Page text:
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Virology. 1997 Jan 20;227(2):500-4.

Experimental confirmation of a hepatitis B virus (HBV) epsilon-like bulge-and-loop structure in avian HBV RNA encapsidation signals.

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Zentrum für Molekulare Biologie, Universität Heidelberg, Germany.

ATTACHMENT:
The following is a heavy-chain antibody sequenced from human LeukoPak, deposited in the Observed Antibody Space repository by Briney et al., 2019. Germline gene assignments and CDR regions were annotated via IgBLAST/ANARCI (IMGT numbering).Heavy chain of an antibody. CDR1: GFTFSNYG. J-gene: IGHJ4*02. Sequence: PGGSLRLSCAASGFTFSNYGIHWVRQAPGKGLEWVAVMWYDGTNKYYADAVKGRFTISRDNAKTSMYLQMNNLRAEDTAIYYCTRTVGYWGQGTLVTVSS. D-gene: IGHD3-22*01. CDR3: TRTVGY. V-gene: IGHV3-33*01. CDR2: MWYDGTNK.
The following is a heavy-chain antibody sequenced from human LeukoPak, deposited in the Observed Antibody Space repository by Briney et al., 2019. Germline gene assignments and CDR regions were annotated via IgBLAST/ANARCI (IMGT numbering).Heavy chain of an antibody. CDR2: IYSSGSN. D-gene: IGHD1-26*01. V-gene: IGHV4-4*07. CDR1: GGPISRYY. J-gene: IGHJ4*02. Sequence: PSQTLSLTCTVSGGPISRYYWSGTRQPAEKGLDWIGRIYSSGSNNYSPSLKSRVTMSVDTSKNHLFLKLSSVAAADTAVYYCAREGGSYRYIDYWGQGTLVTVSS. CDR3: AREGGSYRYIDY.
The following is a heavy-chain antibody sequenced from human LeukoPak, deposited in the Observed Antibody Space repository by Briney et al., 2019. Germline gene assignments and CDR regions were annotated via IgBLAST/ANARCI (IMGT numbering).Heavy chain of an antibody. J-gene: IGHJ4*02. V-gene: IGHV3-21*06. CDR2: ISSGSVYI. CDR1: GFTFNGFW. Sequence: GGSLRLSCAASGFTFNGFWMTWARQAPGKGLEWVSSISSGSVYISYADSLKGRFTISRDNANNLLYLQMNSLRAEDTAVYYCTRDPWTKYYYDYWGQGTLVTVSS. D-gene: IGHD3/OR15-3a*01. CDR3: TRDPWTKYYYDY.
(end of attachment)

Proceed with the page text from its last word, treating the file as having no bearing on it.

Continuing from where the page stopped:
Hepatitis B viruses replicate via reverse transcription of an RNA intermediate. This RNA pregenome serves as mRNA and is packaged into capsids and reverse transcribed. Both processes require the interaction of the viral reverse transcriptase, P protein, with the 5'-proximal epsilon-signals on the pregenome. For epsilon of human hepatitis B virus (HBV), the presence of a functionally important stem-loop structure with a central bulge, part of which acts as template for a short primer of first-strand DNA synthesis, has been experimentally confirmed. Based on phylogeny and its functional similarities to epsilon, the D epsilon-signal of duck hepatitis B virus (DHBV) had been proposed to have a similar structure which does not, however, correspond to the most stable computer prediction. We have therefore experimentally determined the secondary structures of D epsilon and of the H epsilon-signal of heron hepatitis B virus which differs considerably from D epsilon in primary sequence yet interacts productively with DHBV P protein. Our data support an HBV epsilon-like structure for both D epsilon and H epsilon; in particular the bulge is highly conserved, in accord with its special function in replication. However, the apical loop in H epsilon is much enlarged suggesting that, by an induced-fit mechanism, both RNAs may adopt a new, probably similar conformation in the complex with P protein.

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